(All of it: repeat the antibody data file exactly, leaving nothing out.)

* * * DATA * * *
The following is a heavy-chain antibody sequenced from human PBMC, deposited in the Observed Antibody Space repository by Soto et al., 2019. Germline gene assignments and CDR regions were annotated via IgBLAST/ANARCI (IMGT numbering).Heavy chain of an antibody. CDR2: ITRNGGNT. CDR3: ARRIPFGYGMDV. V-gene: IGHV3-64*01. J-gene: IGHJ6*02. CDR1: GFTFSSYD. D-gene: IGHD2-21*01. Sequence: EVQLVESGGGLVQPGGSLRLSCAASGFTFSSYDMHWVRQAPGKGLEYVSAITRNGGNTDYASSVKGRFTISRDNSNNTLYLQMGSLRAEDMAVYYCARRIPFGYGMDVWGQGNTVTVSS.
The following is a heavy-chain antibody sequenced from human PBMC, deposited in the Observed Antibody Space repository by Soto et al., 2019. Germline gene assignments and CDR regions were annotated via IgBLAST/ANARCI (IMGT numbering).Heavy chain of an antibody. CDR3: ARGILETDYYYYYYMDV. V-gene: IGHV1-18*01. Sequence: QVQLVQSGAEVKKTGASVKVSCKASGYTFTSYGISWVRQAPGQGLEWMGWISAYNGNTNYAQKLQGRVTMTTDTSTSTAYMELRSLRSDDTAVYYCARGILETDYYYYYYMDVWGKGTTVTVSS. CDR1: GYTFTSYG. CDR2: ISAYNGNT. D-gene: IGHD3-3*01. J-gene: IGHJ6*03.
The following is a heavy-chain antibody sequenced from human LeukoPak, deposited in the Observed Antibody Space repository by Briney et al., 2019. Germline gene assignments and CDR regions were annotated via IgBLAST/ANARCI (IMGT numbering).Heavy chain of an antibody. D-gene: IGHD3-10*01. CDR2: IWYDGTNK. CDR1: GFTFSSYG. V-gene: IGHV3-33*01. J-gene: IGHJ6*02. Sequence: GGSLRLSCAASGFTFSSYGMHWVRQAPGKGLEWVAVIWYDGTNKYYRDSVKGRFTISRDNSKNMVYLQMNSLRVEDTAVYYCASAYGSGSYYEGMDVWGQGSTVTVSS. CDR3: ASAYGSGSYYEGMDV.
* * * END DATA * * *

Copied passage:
The following is a heavy-chain antibody sequenced from human PBMC, deposited in the Observed Antibody Space repository by Soto et al., 2019. Germline gene assignments and CDR regions were annotated via IgBLAST/ANARCI (IMGT numbering).Heavy chain of an antibody. CDR2: ITRNGGNT. CDR3: ARRIPFGYGMDV. V-gene: IGHV3-64*01. J-gene: IGHJ6*02. CDR1: GFTFSSYD. D-gene: IGHD2-21*01. Sequence: EVQLVESGGGLVQPGGSLRLSCAASGFTFSSYDMHWVRQAPGKGLEYVSAITRNGGNTDYASSVKGRFTISRDNSNNTLYLQMGSLRAEDMAVYYCARRIPFGYGMDVWGQGNTVTVSS.
The following is a heavy-chain antibody sequenced from human PBMC, deposited in the Observed Antibody Space repository by Soto et al., 2019. Germline gene assignments and CDR regions were annotated via IgBLAST/ANARCI (IMGT numbering).Heavy chain of an antibody. CDR3: ARGILETDYYYYYYMDV. V-gene: IGHV1-18*01. Sequence: QVQLVQSGAEVKKTGASVKVSCKASGYTFTSYGISWVRQAPGQGLEWMGWISAYNGNTNYAQKLQGRVTMTTDTSTSTAYMELRSLRSDDTAVYYCARGILETDYYYYYYMDVWGKGTTVTVSS. CDR1: GYTFTSYG. CDR2: ISAYNGNT. D-gene: IGHD3-3*01. J-gene: IGHJ6*03.
The following is a heavy-chain antibody sequenced from human LeukoPak, deposited in the Observed Antibody Space repository by Briney et al., 2019. Germline gene assignments and CDR regions were annotated via IgBLAST/ANARCI (IMGT numbering).Heavy chain of an antibody. D-gene: IGHD3-10*01. CDR2: IWYDGTNK. CDR1: GFTFSSYG. V-gene: IGHV3-33*01. J-gene: IGHJ6*02. Sequence: GGSLRLSCAASGFTFSSYGMHWVRQAPGKGLEWVAVIWYDGTNKYYRDSVKGRFTISRDNSKNMVYLQMNSLRVEDTAVYYCASAYGSGSYYEGMDVWGQGSTVTVSS. CDR3: ASAYGSGSYYEGMDV.